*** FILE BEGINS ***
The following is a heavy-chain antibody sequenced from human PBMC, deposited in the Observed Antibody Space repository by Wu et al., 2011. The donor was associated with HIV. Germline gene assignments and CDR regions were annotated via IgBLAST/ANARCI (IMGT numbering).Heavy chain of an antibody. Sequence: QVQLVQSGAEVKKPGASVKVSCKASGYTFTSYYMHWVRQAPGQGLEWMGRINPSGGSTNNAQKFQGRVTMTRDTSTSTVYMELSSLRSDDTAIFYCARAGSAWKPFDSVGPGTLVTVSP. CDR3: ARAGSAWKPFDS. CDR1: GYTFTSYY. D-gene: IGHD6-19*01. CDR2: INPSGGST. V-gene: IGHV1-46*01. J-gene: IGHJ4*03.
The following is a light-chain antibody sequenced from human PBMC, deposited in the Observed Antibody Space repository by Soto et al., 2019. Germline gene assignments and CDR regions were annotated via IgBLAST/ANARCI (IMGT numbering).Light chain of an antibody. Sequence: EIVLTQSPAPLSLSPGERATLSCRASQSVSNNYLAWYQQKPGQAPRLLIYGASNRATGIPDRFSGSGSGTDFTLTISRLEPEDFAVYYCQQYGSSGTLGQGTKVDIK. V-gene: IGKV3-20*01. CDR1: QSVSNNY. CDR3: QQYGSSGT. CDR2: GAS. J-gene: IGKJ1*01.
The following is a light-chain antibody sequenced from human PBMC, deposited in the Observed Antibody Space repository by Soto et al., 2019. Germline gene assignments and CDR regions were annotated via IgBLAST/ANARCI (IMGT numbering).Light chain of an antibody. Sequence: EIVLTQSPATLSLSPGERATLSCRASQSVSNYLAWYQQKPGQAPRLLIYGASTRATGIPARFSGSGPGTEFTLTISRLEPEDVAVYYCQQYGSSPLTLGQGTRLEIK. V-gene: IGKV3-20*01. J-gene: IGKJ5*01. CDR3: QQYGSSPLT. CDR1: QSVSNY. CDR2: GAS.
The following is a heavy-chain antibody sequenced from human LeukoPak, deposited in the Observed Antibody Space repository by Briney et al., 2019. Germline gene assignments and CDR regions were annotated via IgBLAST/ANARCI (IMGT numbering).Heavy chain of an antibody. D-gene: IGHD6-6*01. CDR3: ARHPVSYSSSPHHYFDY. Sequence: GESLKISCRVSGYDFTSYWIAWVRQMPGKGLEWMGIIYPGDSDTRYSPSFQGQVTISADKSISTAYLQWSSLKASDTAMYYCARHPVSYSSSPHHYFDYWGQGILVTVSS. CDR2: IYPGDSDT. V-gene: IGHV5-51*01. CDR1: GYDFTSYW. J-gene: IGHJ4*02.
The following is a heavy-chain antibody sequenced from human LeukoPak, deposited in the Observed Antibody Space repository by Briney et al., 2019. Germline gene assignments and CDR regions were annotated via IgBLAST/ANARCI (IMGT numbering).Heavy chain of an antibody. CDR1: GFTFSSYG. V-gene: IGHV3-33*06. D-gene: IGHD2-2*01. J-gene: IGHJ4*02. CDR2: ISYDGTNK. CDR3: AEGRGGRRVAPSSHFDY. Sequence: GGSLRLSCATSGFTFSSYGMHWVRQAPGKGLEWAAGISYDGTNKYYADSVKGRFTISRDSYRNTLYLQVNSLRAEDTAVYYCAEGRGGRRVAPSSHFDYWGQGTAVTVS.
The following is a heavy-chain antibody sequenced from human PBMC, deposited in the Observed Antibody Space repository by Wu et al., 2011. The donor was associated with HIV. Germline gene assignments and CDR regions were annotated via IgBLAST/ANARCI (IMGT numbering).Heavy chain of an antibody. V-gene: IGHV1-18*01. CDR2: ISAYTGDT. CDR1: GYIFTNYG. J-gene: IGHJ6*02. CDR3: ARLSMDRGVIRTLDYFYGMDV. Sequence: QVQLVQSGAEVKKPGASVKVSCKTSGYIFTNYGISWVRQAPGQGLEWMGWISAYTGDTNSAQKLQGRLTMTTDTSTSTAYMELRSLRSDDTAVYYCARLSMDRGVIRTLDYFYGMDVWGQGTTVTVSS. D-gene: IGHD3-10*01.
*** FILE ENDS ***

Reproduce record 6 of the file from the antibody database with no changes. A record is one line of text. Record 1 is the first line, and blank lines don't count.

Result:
The following is a heavy-chain antibody sequenced from human PBMC, deposited in the Observed Antibody Space repository by Wu et al., 2011. The donor was associated with HIV. Germline gene assignments and CDR regions were annotated via IgBLAST/ANARCI (IMGT numbering).Heavy chain of an antibody. V-gene: IGHV1-18*01. CDR2: ISAYTGDT. CDR1: GYIFTNYG. J-gene: IGHJ6*02. CDR3: ARLSMDRGVIRTLDYFYGMDV. Sequence: QVQLVQSGAEVKKPGASVKVSCKTSGYIFTNYGISWVRQAPGQGLEWMGWISAYTGDTNSAQKLQGRLTMTTDTSTSTAYMELRSLRSDDTAVYYCARLSMDRGVIRTLDYFYGMDVWGQGTTVTVSS. D-gene: IGHD3-10*01.